### Dan

I am a recent graduate from Sam Houston State University with a Bachelors of Science in Physics and a minor in Mathematics. My personal teaching style is to help the student deduce methodologies in order to help commit them to short term memory, and focus on practicing with a linear difficulty increase as the skills of the student improve in the methodologies to finding solutions. I constantly reinforce prior material as prior material is often used as building blocks for higher maths and sciences. I tutored at the math and physics tutoring center at SHSU, where I assisted in instructing students in introductory physics and calculus/trigonometry/algebra.

In terms of Physics: I've studied Newtonian mechanics, introductory and advanced Electromagnetic courses, Optics, Hamiltonian mechanics, thermodynamics, statistical mechanics, special relativity, circuit analysis, optics, and quantum mechanics.

In terms of Mathematics: I've studied introductory algebra, linear algebra, Calculus (I, II, and III), ordinary differential equations, and introductory mathematical logic courses.

I look forward to helping the students of tomorrow achieve their respective maxima (a mathematical joke/reference!) in whatever fields I can assist them with.

Sam Houston State University - Bachelors, Physics

GRE: 320

GRE Quantitative: 160

GRE Verbal: 160

10th Grade Math

11th Grade Math

12th Grade Math

C++

College Physics

Electromagnetism

High School Physics

Java

Quantum Physics

Technology and Computer Science

What is your teaching philosophy?

Firstly, it is ESSENTIAL to create a sufficient level of comfort with the student. By achieving a strong formal or informal rapport quickly, the student can focus completely on the material. I suppose you could call this the destruction of the social barrier. Ideally, the tutor and student can henceforth proceed to focus on learning and practicing without worrying about getting answers 'wrong.' A certain professor I took at my university would chastise students for incorrect answers to lecture questions, when we were merely attempting to probe into a learning dialogue with what was (in his position) a leading question to the next point in his lecture. The fear of embarrassment weakened the learning atmosphere of the class, and I'm sad to say that I did not get as much out of that class as I wish I had. Accordingly, I seek to avoid making such mistakes in any tutoring sessions that I undertake. I believe that the relationship between tutor and student is not a leader-follower relationship; instead, the tutor takes a 50/50 active role in the presentation and educational processing of material. This is achieved by helping the student to logically deduce the methodologies in order to internalize the methodology into short-term memory. After continuous practice with introductory problems, the difficulty ramps upward in a linear manner and provides a soft introduction to more complicated uses of the aforementioned methodologies. Therein, the student internalizes the methodologies into long term memory, which is essential to the educational success of the student. In the presentation of the material, if the methodology to a solution is not logically deduced easily, the tutor must actively explain and reinforce prior knowledge to (step-by-step) lead the student toward the answer. In this manner, the student will not be lost at any point.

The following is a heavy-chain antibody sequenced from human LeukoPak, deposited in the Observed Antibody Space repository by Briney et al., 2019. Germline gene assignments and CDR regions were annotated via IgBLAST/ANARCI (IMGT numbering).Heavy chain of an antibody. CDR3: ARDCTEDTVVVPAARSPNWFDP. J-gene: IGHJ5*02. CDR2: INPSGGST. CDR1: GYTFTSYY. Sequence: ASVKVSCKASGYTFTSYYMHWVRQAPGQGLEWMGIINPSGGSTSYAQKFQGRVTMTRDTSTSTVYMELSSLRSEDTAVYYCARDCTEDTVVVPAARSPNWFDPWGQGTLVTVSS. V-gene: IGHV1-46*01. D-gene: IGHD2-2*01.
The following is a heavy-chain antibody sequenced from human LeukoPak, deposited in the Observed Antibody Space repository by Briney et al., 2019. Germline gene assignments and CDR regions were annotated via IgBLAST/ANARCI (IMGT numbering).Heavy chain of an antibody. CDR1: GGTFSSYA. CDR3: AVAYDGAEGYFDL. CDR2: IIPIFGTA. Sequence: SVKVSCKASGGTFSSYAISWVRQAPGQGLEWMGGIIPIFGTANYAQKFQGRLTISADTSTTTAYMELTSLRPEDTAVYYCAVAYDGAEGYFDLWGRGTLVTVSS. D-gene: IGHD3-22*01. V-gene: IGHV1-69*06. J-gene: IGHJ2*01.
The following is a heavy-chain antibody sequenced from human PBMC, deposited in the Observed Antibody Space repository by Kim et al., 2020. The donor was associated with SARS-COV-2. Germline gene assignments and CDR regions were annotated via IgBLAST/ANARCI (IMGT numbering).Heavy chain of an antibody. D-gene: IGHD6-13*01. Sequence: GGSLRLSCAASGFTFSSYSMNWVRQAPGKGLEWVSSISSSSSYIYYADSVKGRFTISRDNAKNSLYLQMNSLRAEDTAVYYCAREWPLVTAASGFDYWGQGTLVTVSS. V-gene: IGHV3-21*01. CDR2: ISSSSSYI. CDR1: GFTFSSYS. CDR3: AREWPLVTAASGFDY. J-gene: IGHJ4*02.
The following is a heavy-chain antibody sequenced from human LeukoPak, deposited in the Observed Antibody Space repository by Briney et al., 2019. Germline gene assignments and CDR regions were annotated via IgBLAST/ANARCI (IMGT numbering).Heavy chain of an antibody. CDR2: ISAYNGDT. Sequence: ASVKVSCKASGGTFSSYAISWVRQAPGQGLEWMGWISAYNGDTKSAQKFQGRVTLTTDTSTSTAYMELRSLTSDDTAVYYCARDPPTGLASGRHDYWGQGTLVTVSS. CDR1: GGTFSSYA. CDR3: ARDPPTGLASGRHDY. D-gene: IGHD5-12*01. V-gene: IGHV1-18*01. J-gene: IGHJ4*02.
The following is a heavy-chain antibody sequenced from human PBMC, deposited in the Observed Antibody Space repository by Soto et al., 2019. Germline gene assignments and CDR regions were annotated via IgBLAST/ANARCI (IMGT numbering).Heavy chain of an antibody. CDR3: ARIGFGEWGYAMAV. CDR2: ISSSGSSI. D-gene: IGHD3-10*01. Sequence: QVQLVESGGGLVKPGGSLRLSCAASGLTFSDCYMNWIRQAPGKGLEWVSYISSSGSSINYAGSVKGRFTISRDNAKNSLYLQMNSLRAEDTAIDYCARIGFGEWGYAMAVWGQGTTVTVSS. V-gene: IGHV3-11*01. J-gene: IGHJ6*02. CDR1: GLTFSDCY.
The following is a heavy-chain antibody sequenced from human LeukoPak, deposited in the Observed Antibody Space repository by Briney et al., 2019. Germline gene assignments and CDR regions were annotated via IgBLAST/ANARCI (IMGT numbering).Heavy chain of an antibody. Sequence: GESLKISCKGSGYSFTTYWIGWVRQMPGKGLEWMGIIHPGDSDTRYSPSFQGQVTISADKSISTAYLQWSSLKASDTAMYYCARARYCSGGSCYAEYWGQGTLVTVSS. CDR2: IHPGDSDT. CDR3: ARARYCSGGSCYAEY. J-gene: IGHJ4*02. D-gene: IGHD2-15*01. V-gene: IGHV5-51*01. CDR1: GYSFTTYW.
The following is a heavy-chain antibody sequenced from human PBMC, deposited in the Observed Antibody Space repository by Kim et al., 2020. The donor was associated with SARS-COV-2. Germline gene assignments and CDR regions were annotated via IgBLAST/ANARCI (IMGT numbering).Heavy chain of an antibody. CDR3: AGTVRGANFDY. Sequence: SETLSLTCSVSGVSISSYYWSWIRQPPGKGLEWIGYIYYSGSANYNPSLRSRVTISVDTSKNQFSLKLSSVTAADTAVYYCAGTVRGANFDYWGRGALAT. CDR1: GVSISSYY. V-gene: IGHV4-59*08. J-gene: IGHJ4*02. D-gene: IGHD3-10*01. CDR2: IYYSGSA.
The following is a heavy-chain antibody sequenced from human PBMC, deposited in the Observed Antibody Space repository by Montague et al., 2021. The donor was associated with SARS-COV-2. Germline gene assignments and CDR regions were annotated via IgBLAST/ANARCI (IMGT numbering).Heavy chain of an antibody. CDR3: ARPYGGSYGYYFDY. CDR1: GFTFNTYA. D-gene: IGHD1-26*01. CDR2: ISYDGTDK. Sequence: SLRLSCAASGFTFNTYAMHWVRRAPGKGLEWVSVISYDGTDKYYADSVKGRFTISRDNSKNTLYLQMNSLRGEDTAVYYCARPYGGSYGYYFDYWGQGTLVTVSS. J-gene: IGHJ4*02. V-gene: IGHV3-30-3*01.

What might you do in a typical first session with a student?

It is key to make the student feel comfortable discussing any misunderstandings within the session's material. There is nothing wrong with not understanding concepts, and to be able to deal with misconceptions preemptively allows the tutor and student to achieve the best results from a tutoring session. So, I will always begin by making the atmosphere of the session relaxed, if possible. Secondly, I will try to establish an environment of ease that will allow the student to directly speak their mind without fear of judgement. I'm here to help you, so please let me!